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Chatsworth love.

Over the last few weeks I have been lucky enough to visit Chatsworth House 3 (and a half) times. Ok, so it is quite easy for me as I only live twenty minutes away, which makes me very lucky, but it is always worth the trip and it has offered a beautiful backdrop for some amazing things to see this year, demonstrating how versatile it is as a setting for historical and contemporary exhibitions.

Firstly there was "House Style: Five Centuries of Fashion at Chatsworth" which was a huge exhibition showcasing garments and accessories and other interesting items, all within the house itself. There was so much to see and it gave you an amazing insight into more of the history of Chatsworth and the lives of the family, whilst walking through the stunning interior of the house, all through their personal items, trinkets and clothes making the history more real.

I loved the chapel room which housed several generations of wedding dresses and another favourite was the Gucci designed dress embroidered with flowers, insects and butterflies, inspired by a book from the Chatsworth library, displayed on a mannequin as good as the dress! (below) When you entered the impressive dining room if felt like you had walked in on a dinner party with designer clad guests, including garments by Vivienne Westwood and Burberry (both from Stella Tennant's collection).

I managed to visit just before the exhibition finished at the end of September but if you missed it, there is an incredible book available to accompany the exhibition and a little article from Vogue here.

Next was a visit to the gardens to see the Sotherby's "Beyond Limits: American Sculpture". I always find it interesting to see sculpture outdoors, especially in what is a large historical setting, with its own traditional, more classical sculptures. The gardens at Chatsworth are on such a huge scale that to walk around to find modern sculptures in metal, perched in between rocks in the rockery, behind manicured hedges or in front of the Emperor Fountain with the backdrop of the house and rolling Derbyshire countryside, is always interesting and unexpected. The beautiful autumn colours and sunshine were an added bonus! The firm favourite with myself and my friends was George Rickey's piece, made up of four brushed metal squares which seemed to be gently rotating in the breeze, making movements that looked like they were never repeated, and kept us all mesmerised!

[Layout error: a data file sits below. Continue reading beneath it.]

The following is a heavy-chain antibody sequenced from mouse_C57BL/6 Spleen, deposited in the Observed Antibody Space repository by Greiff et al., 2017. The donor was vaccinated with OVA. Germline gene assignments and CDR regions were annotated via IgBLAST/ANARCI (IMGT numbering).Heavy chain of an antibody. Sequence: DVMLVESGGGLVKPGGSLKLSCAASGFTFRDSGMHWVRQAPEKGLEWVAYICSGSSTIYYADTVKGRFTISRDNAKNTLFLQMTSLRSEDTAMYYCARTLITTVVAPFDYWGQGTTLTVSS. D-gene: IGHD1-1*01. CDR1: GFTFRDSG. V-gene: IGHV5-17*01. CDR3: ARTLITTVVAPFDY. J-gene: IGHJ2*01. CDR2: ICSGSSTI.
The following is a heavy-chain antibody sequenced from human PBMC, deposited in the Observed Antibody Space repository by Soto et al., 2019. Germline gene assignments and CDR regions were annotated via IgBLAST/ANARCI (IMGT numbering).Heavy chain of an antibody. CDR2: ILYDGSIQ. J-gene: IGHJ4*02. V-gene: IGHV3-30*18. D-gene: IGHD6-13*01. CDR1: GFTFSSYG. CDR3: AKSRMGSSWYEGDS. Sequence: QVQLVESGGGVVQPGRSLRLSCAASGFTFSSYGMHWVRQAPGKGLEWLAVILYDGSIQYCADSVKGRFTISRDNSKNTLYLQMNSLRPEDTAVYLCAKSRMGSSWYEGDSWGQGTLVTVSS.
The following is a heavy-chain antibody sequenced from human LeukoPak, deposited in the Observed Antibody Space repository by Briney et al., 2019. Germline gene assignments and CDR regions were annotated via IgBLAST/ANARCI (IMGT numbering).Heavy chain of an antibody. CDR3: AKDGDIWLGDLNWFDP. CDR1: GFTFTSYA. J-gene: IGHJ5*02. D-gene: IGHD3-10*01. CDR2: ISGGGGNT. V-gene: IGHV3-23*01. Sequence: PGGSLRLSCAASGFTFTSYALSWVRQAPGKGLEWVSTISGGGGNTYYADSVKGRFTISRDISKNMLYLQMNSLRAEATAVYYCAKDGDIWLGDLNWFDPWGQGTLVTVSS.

And finally, my annual trip to the Christmas

Decorations. The theme this year is Dickens, and it is brilliantly festive! The decorations are themed around several of his books including Great Expectations, Oliver Twist and of course A Christmas Carol. The house was a great backdrop helping to take you back in time as you walked around looking at beautifully decorated Dickens themed Christmas trees, Victorian shopfronts and a few new design tricks which were really effective. And the towering bunk bed Christmas tree in Fagin's den was one to remember.

Chatsworth is a magical place any time of year, whether you are walking the vast grounds with a friend (my half visit as we didn't visit the house) or exploring the house and gardens, but it is especially magical at Christmas, it is so worth a visit!

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